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Ronald E. Grames
Fanfare, May 2014

Throughout, the playing is superb, the engineering first-rate, the documentation likewise. Like their predecessors, these releases should be on the shelf of any serious classical music collector, especially one with an interest in the music of our time. © 2014 Fanfare Read complete review




Paul Corfield Godfrey
MusicWeb International, January 2014

It is to the great credit of Naxos they have over the years so assiduously re-released this extensive series of treasures.

Maxwell Davies does not attempt to make his soloist sound heroic. He also manages to sidestep the impression of the bassoon as the “clown of the orchestra” as which it is sometimes typecast. The lyrical writing for the soloist, only occasionally breaking out into more florid figurations, suits the instrument like a glove. It contrasts well with the more vigorous accompaniment with a prominent role for the timpani. Nor is audibility ever a problem…

I look forward to future bounty from the same source. © 2014 MusicWeb International Read complete review




Steve Arloff
MusicWeb International, January 2014

I well remember the first double bass concerto I heard. It was on an old vinyl disc and was by Carl Ditters von Dittersdorf (1739-1799)—he wrote three. I found it weird. It sounded artificial to me; as if it had been written merely to prove it could be done, though I’m sure that was not the case. However, there were no such thoughts going through my head when I listened to the Master of the Queen’s Music’s Strathclyde Concerto No. 7. The facility with which soloist plays is massively impressive with Duncan McTier—to whom the concerto is dedicated—making it sound easy to get round the huge instrument in a starring role when usually it is merely a chorus member. The sumptuously rich sounds that both composer and soloist coax from the instrument has it sound more like a cello at times and sometimes even close to a viola. The music is beautifully lyrical, though with its share of the mournful and the terse sections. Characteristic references appear regularly in Sir Peter’s works identifying his huge affection for his adopted country. What it shows is that though it is an instrument that is mostly confined to a ‘background’ role the double bass deserves having more composers explore its potential as a solo instrument. In the right hands it can reveal considerable beauty.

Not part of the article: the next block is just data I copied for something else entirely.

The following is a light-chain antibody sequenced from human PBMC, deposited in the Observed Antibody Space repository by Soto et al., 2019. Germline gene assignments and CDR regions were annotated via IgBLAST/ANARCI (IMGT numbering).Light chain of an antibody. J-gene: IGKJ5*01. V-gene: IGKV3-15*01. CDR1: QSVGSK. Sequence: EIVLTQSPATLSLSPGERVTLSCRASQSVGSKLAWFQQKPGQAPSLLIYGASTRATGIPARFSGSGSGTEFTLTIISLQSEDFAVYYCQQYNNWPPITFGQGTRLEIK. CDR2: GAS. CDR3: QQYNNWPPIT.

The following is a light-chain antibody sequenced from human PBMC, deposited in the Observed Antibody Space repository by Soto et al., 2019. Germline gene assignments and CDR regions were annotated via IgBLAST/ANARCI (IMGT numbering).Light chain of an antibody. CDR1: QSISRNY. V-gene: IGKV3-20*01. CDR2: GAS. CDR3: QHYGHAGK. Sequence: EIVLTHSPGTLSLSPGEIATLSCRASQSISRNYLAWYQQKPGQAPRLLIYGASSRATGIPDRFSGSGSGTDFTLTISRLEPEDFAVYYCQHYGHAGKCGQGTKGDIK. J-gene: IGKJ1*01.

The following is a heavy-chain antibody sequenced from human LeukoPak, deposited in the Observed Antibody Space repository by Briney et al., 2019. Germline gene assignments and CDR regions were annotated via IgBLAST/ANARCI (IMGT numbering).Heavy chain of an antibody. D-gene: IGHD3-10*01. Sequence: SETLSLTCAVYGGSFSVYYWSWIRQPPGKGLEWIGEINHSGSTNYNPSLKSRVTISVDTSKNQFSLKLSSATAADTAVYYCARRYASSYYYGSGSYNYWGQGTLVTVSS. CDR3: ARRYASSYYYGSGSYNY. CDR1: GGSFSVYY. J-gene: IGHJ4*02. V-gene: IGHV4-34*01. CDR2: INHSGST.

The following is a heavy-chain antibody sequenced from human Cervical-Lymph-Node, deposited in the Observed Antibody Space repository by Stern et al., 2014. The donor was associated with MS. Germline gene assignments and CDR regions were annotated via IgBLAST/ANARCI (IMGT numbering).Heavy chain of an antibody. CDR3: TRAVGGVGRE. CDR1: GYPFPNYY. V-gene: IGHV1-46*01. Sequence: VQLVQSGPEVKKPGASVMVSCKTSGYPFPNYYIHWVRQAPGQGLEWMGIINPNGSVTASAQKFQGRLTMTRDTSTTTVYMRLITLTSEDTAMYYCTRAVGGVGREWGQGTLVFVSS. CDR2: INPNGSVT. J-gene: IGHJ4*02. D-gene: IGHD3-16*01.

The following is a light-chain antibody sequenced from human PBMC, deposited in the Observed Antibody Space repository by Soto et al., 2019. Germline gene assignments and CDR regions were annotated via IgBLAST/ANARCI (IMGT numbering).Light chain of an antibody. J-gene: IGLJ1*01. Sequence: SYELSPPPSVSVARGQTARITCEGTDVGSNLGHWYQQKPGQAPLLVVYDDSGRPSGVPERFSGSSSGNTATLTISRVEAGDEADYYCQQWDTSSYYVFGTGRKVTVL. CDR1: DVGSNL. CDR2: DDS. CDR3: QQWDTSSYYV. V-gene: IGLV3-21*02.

With the composer at the helm it is as authoritative as it gets and chock full of brilliant playing by both soloists and orchestra. © 2014 MusicWeb International Read complete review



Grego Applegate Edwards
Gapplegate Classical-Modern Music Review, December 2013

The soloists, who do a fine job, are Duncan McTier on the double bass and Ursula Leveaux on the bassoon.

Certainly you will be treated to a side of Maxwell Davies that gives as much reward back as your attentive listening puts in. Thank you Naxos for releasing this! © 2013 Gapplegate Classical-Modern Music Review Read complete review



Ettore Garzia
Percorsi Musicali, November 2013

…The Strathclyde concerto n. 7 is dedicated to the double bass and looks like a test in progress, constantly addressed to probable events, in which the instrument plays solitary scores that are widely expressive…

…the concert is firmly in the hands of Duncan McTier that shows the potential of the double bass: despite the apparent grievous tones it is capable of distributing timbral impressions divided between the elegiac and the obscure. Therefore, fans of the double bass can not fail to hear this concert…

…The Strathclyde concerto n. 8 is dedicated to the bassoon… It’s almost an enchanted bassoon, capable of penetrating into his own dimension: in the third movement the ability of the soloist brings out an imaginative perspective with an increase in the general tension. Next to a bassoon that seems son of improvisation, the orchestra produces wonderful luminous trails that explode in the same way of a fuse shot in the sky… © Percorsi Musicali



David Denton
David's Review Corner, November 2013

Taking their name from the Scottish region that commissioned the concertos, Peter Maxwell Davies composed a series of ten works featuring different instruments. Certainly among works for the double bass, the Seventh Concerto must rank amid the most outstanding 20th century scores for the instrument. Though often a technically challenging work, it largely concentrates its ability to sing just as eloquently as the cello. Written in two movements…the Lento sets a scene of serenity and peace that is to return as the work comes to a close. The soloist is Duncan McTier…The Eighth features the bassoon, not in its bumbling mode so beloved by composers, but as a concertante instrument used to add colours to the sound of a symphony orchestra. When it does emerge in solo mode…Davies requires a soloist of outstanding quality, Ursula Leveaux filling that role admirably. As we so often find with Davies, he is also an outstanding composer of highly commercial music. Recorded in 1993, with Davies conducting, we can take these as benchmark performances, the Scottish orchestra having been in very fine form…the sound quality is superb, and we have to be grateful they have been rescued and reissued. © 2013 David’s Review Corner






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